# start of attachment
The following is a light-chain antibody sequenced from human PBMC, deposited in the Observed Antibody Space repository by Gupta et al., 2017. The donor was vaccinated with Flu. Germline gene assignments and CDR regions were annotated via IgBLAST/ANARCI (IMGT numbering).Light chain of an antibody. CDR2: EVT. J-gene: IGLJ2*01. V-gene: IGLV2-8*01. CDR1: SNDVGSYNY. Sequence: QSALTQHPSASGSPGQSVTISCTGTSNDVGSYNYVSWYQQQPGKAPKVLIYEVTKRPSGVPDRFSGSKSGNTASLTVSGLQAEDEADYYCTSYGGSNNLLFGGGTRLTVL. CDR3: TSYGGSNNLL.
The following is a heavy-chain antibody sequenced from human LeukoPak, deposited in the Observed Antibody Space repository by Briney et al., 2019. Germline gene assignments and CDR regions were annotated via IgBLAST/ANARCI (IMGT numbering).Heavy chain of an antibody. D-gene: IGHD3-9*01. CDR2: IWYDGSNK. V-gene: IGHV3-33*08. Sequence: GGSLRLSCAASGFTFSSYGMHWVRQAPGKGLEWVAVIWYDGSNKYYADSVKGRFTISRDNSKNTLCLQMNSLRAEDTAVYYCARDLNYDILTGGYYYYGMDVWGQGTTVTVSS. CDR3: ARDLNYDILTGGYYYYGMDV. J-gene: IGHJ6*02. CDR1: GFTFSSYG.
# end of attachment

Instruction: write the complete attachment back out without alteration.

The following is a light-chain antibody sequenced from human PBMC, deposited in the Observed Antibody Space repository by Gupta et al., 2017. The donor was vaccinated with Flu. Germline gene assignments and CDR regions were annotated via IgBLAST/ANARCI (IMGT numbering).Light chain of an antibody. CDR2: EVT. J-gene: IGLJ2*01. V-gene: IGLV2-8*01. CDR1: SNDVGSYNY. Sequence: QSALTQHPSASGSPGQSVTISCTGTSNDVGSYNYVSWYQQQPGKAPKVLIYEVTKRPSGVPDRFSGSKSGNTASLTVSGLQAEDEADYYCTSYGGSNNLLFGGGTRLTVL. CDR3: TSYGGSNNLL.
The following is a heavy-chain antibody sequenced from human LeukoPak, deposited in the Observed Antibody Space repository by Briney et al., 2019. Germline gene assignments and CDR regions were annotated via IgBLAST/ANARCI (IMGT numbering).Heavy chain of an antibody. D-gene: IGHD3-9*01. CDR2: IWYDGSNK. V-gene: IGHV3-33*08. Sequence: GGSLRLSCAASGFTFSSYGMHWVRQAPGKGLEWVAVIWYDGSNKYYADSVKGRFTISRDNSKNTLCLQMNSLRAEDTAVYYCARDLNYDILTGGYYYYGMDVWGQGTTVTVSS. CDR3: ARDLNYDILTGGYYYYGMDV. J-gene: IGHJ6*02. CDR1: GFTFSSYG.